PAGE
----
Skip to content

Mourning the loss of a loved one with help

Living with Loss drop-in program to offer support to bereaved community members
20170813 LIVING WITH LOSS BM
A community member releases a Monrach butterfly at Walk to Remember. Supplied photo

A new community, peer-support drop-in group to help those mourning the loss of a loved one will launch in Guelph this fall.

The Living with Loss Program, run by local Bereaved Families of Ontario-Midwestern Ontario branch and facilitated by volunteers who are themselves bereaved, is a monthly program for adults who are grieving the death of a loved one.

“The peer aspect of the Living with Loss program creates opportunities to be in a room with people who understand and empathize with what they are dealing with. There is power in being among a community who has been there and gets it,” said Jaime Bickerton, the local BFO branch Executive Director.

“Members share stories, experiences and coping strategies, all which help normalize the grief experience and encourages understanding that the bereaved are not alone along this journey,” she added.

When a loved one dies, people typically experience feelings of grief, loneliness and isolation, which can be overwhelming, said a press release. The group was created to help support community members during a profoundly difficult time in their lives; it also runs programs in Kitchener, Cambridge and Mount Forest.

The Living with Loss Program counsels adults who have experienced the death of a loved one, be it a spouse, sibling, child, friend, co-worker or anyone meaningful in their lives.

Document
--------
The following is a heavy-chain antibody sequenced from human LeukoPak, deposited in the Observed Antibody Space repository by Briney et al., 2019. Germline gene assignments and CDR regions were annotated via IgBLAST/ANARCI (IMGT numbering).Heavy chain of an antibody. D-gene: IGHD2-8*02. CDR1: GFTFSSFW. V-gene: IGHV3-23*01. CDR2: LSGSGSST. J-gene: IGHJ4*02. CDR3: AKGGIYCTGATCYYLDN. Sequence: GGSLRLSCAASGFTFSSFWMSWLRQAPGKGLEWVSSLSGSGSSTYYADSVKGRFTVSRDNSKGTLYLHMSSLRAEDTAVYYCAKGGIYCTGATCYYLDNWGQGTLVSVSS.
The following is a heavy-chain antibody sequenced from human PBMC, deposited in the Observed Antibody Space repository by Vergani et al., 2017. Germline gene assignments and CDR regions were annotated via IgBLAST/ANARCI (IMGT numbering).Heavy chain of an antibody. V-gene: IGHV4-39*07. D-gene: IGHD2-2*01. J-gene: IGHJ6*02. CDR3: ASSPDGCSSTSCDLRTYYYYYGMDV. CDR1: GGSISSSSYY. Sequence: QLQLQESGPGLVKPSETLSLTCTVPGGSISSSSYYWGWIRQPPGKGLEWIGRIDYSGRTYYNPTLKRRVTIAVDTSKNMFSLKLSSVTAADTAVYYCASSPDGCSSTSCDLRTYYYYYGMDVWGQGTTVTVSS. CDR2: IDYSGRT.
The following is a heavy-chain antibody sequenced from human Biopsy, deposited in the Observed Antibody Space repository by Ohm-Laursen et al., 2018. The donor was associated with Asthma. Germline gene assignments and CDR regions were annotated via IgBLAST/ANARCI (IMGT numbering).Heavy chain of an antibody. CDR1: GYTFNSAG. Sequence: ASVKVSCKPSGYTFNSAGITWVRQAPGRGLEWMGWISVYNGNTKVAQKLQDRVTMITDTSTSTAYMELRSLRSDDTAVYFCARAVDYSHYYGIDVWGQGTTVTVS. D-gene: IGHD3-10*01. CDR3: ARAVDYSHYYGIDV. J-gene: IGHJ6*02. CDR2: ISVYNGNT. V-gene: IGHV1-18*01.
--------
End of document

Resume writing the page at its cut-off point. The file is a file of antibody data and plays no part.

“Members come to us at various points in their journey as well – for some, the death is recent, for others it’s been years and they are now at a point in their journey where they are ready to access support,” said Bickerton.

“Because of the drop-in nature of the program, we may see members attend for three to six months; others continue to attend for a year or more. Living with Loss becomes a community of support for people who are grieving. Connections and friendships form and that support network continues outside the walls of the group.”

Each month's meet-up runs on a specific topic and is guided by facilitators that address questions, encourage discussion and run activities specific to the particular theme. The programs are facilitated by two or more bereaved volunteers who have completed a 20-hour facilitator training program.

Hospice Wellington and GriefWalk already offer similar programs within the community and Bickerton said that Bereaved Families Ontario looks forward to complementing the great work they do by providing another support option.

“Just as every grief experience is different, what support option people choose to access also differs,” said Bickerton. “We have received positive feedback from the many organizations we have connected with regarding the launch, and feel privileged to be able to provide support in this community.”

The Guelph group is offered free of charge. It will hold its first drop-in program on Sept. 6 and runs the first Wednesday of every month at the Gilbert MacIntyre and Sons Funeral Home at 1099 Gordon St. Registration is not required and people are welcome to attend as often as they’d like. 

For a complete list of dates and monthly topics, visit http://www.bfomidwest.org/our-programs/living-with-loss-guelph/.